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'There were so many red flags.' Naomi's experience as a financial abuse survivor.

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This post deals with financial abuse and might be triggering for some readers.      

Having worked as an advocate for domestic violence victim-survivors within the legal system, Naomi* is pretty switched on to the warning signs of violence.  

However, her professional experience didn’t stop her from being completely blindsided by an insidious form of abuse she suffered in her own marriage: financial abuse. 

A serious form of domestic and family violence, financial abuse occurs when an abuser uses money and resources to gain power and control over their partner or family member.

This might include controlling access to finances or refusing to contribute financially to the family.

New research by CommBank and Deloitte revealed the enormous impact of financial abuse in Australia. The report estimates that in 2020 the direct cost of financial abuse to victims was $5.7 billion, with estimated additional costs to the broader Australian economy of $5.2 billion.

Watch: What is financial abuse? Post continues below.

For Naomi, the financial abuse started from "pretty much day one" of her 25-year marriage. It escalated when she left the workforce to take care of her three children, leaving her without an income. 

“I got a tiny little bit from Centrelink, and that was all the money I could control—that $50 a month,” Naomi says. 

“If I wanted to buy myself a hairbrush, I’d have to save that money. I couldn’t go to him and say, ‘I want a hairbrush’.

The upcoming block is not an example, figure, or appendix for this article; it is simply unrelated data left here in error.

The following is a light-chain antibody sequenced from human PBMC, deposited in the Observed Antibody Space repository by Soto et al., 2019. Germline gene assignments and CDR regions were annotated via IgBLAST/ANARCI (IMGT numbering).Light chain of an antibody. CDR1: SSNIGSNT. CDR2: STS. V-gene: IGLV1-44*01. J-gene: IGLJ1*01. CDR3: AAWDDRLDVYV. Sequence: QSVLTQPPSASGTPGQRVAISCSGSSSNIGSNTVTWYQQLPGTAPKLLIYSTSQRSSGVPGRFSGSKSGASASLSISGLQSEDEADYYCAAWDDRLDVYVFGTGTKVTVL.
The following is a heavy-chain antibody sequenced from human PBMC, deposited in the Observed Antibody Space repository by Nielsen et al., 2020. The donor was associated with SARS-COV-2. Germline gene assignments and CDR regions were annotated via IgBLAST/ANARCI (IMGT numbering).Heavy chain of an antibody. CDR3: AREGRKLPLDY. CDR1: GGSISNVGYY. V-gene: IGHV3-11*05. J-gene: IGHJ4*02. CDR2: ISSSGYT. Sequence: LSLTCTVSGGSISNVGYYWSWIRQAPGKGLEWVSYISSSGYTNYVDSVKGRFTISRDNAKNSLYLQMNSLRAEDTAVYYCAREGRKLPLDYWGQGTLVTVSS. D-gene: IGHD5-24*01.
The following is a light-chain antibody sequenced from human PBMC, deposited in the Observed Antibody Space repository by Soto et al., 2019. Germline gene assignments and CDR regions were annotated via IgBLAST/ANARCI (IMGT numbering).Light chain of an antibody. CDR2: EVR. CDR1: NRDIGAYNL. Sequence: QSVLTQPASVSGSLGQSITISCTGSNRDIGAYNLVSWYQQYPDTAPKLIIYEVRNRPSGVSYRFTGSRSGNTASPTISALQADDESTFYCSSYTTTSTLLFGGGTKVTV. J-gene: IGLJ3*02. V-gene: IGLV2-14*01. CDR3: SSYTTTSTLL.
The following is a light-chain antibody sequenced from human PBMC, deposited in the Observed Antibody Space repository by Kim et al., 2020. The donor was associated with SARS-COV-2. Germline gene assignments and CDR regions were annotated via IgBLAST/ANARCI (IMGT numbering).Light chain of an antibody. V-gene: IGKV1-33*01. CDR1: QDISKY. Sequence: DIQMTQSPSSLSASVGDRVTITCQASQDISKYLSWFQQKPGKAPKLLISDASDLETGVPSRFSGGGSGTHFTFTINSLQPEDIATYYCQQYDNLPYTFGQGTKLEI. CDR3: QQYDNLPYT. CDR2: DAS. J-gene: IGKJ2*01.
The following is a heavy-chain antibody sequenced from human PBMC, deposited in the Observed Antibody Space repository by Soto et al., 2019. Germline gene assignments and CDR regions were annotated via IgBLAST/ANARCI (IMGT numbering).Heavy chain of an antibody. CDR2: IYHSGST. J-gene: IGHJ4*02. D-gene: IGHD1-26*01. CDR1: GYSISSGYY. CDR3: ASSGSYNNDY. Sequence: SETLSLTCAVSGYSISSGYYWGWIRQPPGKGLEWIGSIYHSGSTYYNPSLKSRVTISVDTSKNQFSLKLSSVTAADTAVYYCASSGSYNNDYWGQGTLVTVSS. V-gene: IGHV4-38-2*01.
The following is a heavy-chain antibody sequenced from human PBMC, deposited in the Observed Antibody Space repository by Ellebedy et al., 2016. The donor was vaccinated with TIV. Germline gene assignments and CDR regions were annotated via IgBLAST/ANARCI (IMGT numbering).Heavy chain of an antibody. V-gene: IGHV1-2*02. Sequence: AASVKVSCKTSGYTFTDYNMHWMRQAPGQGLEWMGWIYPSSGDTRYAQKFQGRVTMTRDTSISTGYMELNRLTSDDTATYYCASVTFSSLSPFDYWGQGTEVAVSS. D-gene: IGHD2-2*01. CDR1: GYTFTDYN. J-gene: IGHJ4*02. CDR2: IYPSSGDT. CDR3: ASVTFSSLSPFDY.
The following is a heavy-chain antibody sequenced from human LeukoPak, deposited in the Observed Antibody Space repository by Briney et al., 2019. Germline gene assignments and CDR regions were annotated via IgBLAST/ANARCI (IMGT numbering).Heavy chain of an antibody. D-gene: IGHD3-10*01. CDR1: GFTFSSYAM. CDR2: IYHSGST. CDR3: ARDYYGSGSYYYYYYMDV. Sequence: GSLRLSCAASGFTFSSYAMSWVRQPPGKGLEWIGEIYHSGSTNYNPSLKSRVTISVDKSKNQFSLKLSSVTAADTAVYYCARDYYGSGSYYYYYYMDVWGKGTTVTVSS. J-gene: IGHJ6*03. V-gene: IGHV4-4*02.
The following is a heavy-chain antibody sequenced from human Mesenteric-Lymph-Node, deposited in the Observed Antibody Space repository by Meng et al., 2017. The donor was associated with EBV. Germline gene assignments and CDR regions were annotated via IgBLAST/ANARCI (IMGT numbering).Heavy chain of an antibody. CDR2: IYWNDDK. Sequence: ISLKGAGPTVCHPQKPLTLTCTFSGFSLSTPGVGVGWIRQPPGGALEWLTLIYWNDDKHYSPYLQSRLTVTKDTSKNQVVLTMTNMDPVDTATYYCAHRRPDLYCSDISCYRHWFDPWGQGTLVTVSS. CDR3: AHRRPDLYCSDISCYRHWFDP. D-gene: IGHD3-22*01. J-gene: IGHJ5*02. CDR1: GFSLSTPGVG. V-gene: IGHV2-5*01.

“It made me feel stressed, living in a state of unknown without the ability to have assurances about what was happening or to make financial decisions.”

Research and feedback from people with lived experience makes clear that those impacted by financial abuse require ongoing tailored support during their recovery. 

This is why CommBank's Next Chapter program was launched to support and advocate for victim-survivors, and to assist them with achieving financial independence.

As part of the program, CommBank partnered with Good Shepherd to establish the Financial Independence Hub, to provide free one-on-one financial coaching and tools to assist participants in their journey to long-term financial recovery, regardless of who they bank with.

Although Naomi was blindsided by the abuse she experienced, she says there are many red flags to look out for that might indicate your partner is, or will become, financially abusive. 

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Here are 3 red flags Naomi shared with Mamamia, from her own lived experience.

She had to ask her partner for money or permission to spend it.

After leaving the workforce, Naomi was left with no income and her husband maintained control over the family finances.

“I wasn’t allowed to have access to money—I was allowed to pay for groceries with a card, but I wasn’t allowed to withdraw any cash,” she says.  

“In all that time, I never went to an ATM to get cash out, and he never gave me cash to have any kind of autonomy or to make any decisions.